Mike Shedlock: The Perfect Solution To The Banking Crisis Is To Make A Truly Safe Bank

The Perfect Solution To The Banking Crisis Is To Make A Truly Safe Bank:

We don’t need to up the FDIC limit, we need to eliminate the need for FDIC and create a safekeeping bank.

Creating a Safe Bank

How many times do we have to go down the duration mismatch road with fractional reserve lending and nearly $9 trillion of Fed QE to prove the current banking doesn’t work?

Once again, systemic risk morphed into economic stress, bank failures, and then a bailout of the banking system, not just Silicon Valley Bank.

If you think only depositors got bailed out, you are mistaken. The Fed put a system backstop on $600 billion in bond losses. And although bank executives will lose their jobs, they cashed out tens of millions of dollars in stock options along the way.

Specifically, we need a bank that puts 100% of its assets in overnight treasuries and makes zero loans. The bank would not need any loan officers or many operational personnel for obvious reasons. There would be no need for FDIC guarantees because there would be zero risk of a run and zero risk of losses. We can still keep the FDIC term in place, but realistically it would not be needed. In essence, we would create a 100% reserve bank.

Such a bank might pay one percentage point less than the Fed ‘s overnight rate for safekeeping. If the overnight rate fell below 1 percent, the bank would charge a fee for safekeeping. The bank could also do term deposits at a slight discount to corresponding treasury yields. Depositors would be required to hold assets to term.

To prevent runs on existing banks right, we would let every bank participate in this offering. Customers would have a chance to place their deposits into safekeeping accounts at existing banks.

Bank Lending

To make loans, I propose banks would have to attract investment money instead of lending money into existence. They would do so by offering higher than market interest rates on term deposits, but those deposits would not be guaranteed.

As an added benefit, this setup would end fractional reserve lending. We would have a full reserve system, unfortunately one that is not backed by gold, but it would be a huge step in the right direction.

The immediate economic reaction would likely be contractionary, but that seems to be what the Fed wants now anyway to rein in inflation.

Alternatively, perhaps we could phase these ideas in over a 10-year period to mitigate  risk.

Fed Should Admit Responsibility for Asset Bubbles

The Fed needs to admit it is largely responsible for these recurring bailouts.

Via QE, the Fed stuffed cash nearly $9 trillion in deposits down the throats of banks and that is why deposits soared so much in the first place.

Then despite the obvious risks, regulators eliminated all reserves on deposits and treasuries encouraging Silicon Valley Bank and other banks to seek yield.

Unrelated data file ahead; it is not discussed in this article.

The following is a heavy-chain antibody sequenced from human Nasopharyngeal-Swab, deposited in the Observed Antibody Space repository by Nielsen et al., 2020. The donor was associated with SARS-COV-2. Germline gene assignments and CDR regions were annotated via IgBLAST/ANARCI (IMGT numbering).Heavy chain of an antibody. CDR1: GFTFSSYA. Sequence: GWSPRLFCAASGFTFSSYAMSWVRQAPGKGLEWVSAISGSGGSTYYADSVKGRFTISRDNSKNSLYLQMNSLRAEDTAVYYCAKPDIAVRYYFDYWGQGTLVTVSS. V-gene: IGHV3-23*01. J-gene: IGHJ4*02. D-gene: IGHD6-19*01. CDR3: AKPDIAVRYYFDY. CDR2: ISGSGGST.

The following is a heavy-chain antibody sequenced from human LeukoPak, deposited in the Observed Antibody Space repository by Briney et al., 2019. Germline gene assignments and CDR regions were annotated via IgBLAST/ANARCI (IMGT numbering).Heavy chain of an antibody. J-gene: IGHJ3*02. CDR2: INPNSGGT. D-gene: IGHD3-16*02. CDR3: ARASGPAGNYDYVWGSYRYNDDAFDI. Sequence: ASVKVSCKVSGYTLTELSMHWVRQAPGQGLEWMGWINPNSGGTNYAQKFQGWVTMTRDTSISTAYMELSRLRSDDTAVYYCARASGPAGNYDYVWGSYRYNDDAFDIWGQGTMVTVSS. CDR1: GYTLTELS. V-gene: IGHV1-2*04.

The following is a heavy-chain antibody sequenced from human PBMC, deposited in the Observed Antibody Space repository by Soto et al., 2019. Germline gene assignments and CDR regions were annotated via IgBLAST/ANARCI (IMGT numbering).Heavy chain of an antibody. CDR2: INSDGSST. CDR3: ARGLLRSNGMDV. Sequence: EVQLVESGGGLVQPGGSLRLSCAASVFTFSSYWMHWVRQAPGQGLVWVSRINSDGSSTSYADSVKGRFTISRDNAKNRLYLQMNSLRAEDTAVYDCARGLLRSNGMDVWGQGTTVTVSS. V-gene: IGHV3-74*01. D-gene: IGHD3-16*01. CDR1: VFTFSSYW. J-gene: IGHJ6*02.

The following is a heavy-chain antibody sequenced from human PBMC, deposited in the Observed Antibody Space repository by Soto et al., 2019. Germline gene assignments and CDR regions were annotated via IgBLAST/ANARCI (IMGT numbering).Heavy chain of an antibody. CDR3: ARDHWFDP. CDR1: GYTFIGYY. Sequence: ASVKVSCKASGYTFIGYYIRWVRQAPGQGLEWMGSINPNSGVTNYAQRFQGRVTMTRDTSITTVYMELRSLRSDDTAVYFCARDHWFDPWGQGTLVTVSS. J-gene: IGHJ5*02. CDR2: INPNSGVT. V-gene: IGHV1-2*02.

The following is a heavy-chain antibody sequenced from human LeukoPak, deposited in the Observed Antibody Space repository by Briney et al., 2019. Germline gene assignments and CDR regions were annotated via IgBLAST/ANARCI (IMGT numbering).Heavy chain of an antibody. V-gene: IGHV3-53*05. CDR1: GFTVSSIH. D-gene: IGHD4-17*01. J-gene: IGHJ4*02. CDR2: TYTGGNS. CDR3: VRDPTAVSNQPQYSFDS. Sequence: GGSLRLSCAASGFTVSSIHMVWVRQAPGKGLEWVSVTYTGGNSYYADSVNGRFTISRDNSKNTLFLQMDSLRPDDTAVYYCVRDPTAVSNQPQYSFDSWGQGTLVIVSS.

It’s true that there were three rounds of fiscal stimulus, and the last one under President Biden was totally unwarranted as well as highly inflationary. But it’s the Fed’s job to understand that risk.

Unfortunately, the Fed not only sponsored the biggest asset bubble in history, it also failed to understand how free money, student debt cancellations, and zero percent interest rates might cause inflation.

Why Is There a Fed?

If the Fed cannot see the obvious, why is there a Fed? The only answer I can come up with is Congress would be worse.

The Fed aside, there is only one way to truly eliminate borrow-short, lend-long risk, and that is to go to a full reserve system where loans are not borrowed into existence and businesses and banks can have a bank where it is 100% certain their deposits will not be lent.

Admittedly, this could cause some short-term pain. Perhaps it would be the end of 30-year mortgages. But it would also serve to end financial speculation due to cheap money. And, as I suggested, perhaps there is a way to phase this in.

Why the Fed Doesn’t Want Full Reserve Bank

In the span of 20+ years, the Fed has blown three economic bubbles and we have had multiple bank bailouts.

The Fed does not want a full reserve bank because it wants inflation.

Inflation benefits those with first access to money. Banks, the already wealthy, and governments via tax collections are first in line.

Now that the Fed has created inflation, it doesn’t want that much of the tiger it unleashed.

Central Bank Digital Currencies

Another reason the Fed does not want a safe bank is so that it can sponsor its own digital currency.

Instead of sound money or merely sounder money, the Fed wants to be free to blow bubbles to fix the messes it creates while not understanding what inflation even is.

Those who believe the CPI or its PCE cousin measures inflation are wrong. Neither measure directly includes home prices or asset bubbles in general.

And we have proven once again that inflation and asset bubbles matter, not just alleged consumer inflation measures.

Serious change is needed. Instead, the Fed supports more of the same serial bubble-blowing measures, complete with bailouts and a charlatan digital currency savior on deck as its fake solution.


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